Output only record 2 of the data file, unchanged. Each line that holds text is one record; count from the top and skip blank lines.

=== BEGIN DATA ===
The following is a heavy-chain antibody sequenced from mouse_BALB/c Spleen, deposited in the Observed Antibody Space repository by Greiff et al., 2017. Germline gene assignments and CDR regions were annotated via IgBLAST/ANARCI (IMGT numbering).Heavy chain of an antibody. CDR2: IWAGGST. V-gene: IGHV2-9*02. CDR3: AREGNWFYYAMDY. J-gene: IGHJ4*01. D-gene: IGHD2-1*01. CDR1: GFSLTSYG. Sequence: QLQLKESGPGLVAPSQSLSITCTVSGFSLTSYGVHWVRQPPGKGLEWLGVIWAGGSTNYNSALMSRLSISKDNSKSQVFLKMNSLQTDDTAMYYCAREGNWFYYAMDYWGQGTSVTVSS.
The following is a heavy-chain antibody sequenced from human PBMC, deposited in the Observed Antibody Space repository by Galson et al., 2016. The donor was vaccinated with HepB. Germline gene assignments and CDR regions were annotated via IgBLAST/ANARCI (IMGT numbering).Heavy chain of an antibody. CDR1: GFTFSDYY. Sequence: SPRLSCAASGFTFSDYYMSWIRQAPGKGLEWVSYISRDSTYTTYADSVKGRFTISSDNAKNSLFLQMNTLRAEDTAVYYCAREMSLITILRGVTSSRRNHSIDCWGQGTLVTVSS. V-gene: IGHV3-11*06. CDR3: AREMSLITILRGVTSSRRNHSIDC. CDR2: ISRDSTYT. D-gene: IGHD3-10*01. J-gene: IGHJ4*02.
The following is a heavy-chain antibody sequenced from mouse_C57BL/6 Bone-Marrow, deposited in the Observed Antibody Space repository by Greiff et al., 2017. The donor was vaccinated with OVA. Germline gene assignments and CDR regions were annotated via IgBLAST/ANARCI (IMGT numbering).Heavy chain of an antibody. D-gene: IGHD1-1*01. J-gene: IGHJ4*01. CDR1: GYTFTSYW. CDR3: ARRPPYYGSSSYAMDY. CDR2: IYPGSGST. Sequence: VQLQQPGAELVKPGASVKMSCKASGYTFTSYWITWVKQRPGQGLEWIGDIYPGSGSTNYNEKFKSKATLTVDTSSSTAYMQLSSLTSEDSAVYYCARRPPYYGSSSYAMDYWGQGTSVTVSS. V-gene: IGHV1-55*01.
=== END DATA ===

The following is a heavy-chain antibody sequenced from human PBMC, deposited in the Observed Antibody Space repository by Galson et al., 2016. The donor was vaccinated with HepB. Germline gene assignments and CDR regions were annotated via IgBLAST/ANARCI (IMGT numbering).Heavy chain of an antibody. CDR1: GFTFSDYY. Sequence: SPRLSCAASGFTFSDYYMSWIRQAPGKGLEWVSYISRDSTYTTYADSVKGRFTISSDNAKNSLFLQMNTLRAEDTAVYYCAREMSLITILRGVTSSRRNHSIDCWGQGTLVTVSS. V-gene: IGHV3-11*06. CDR3: AREMSLITILRGVTSSRRNHSIDC. CDR2: ISRDSTYT. D-gene: IGHD3-10*01. J-gene: IGHJ4*02.